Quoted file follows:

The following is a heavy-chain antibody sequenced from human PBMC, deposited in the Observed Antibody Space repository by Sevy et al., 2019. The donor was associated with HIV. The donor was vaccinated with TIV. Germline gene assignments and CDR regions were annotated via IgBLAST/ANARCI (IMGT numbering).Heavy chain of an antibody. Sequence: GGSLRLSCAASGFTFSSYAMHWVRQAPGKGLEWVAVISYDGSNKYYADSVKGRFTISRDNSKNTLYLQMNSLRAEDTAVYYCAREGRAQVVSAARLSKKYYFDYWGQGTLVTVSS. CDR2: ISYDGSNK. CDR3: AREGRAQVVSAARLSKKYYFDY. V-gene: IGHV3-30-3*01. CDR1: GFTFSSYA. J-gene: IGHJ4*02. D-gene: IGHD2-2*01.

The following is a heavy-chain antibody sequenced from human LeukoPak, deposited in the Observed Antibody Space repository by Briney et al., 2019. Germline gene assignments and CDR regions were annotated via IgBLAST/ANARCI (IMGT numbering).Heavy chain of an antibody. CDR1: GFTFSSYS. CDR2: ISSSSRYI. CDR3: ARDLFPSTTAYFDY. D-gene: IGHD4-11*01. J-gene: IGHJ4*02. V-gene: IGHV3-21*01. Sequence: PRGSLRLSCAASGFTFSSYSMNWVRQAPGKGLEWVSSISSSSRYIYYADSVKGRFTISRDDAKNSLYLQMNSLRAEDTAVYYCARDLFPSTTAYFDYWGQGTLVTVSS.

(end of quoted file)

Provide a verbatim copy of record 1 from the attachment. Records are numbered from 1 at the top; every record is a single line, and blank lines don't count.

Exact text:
The following is a heavy-chain antibody sequenced from human PBMC, deposited in the Observed Antibody Space repository by Sevy et al., 2019. The donor was associated with HIV. The donor was vaccinated with TIV. Germline gene assignments and CDR regions were annotated via IgBLAST/ANARCI (IMGT numbering).Heavy chain of an antibody. Sequence: GGSLRLSCAASGFTFSSYAMHWVRQAPGKGLEWVAVISYDGSNKYYADSVKGRFTISRDNSKNTLYLQMNSLRAEDTAVYYCAREGRAQVVSAARLSKKYYFDYWGQGTLVTVSS. CDR2: ISYDGSNK. CDR3: AREGRAQVVSAARLSKKYYFDY. V-gene: IGHV3-30-3*01. CDR1: GFTFSSYA. J-gene: IGHJ4*02. D-gene: IGHD2-2*01.